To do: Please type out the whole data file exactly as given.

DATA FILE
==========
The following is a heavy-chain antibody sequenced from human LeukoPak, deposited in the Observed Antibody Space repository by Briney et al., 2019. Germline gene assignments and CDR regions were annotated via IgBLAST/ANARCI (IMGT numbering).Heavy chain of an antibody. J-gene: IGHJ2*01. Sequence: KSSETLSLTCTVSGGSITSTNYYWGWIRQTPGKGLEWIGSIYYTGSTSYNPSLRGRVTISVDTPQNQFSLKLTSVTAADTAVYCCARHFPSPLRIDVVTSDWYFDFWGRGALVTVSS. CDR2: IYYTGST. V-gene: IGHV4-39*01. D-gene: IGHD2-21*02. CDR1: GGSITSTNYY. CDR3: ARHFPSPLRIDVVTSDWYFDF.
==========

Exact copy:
The following is a heavy-chain antibody sequenced from human LeukoPak, deposited in the Observed Antibody Space repository by Briney et al., 2019. Germline gene assignments and CDR regions were annotated via IgBLAST/ANARCI (IMGT numbering).Heavy chain of an antibody. J-gene: IGHJ2*01. Sequence: KSSETLSLTCTVSGGSITSTNYYWGWIRQTPGKGLEWIGSIYYTGSTSYNPSLRGRVTISVDTPQNQFSLKLTSVTAADTAVYCCARHFPSPLRIDVVTSDWYFDFWGRGALVTVSS. CDR2: IYYTGST. V-gene: IGHV4-39*01. D-gene: IGHD2-21*02. CDR1: GGSITSTNYY. CDR3: ARHFPSPLRIDVVTSDWYFDF.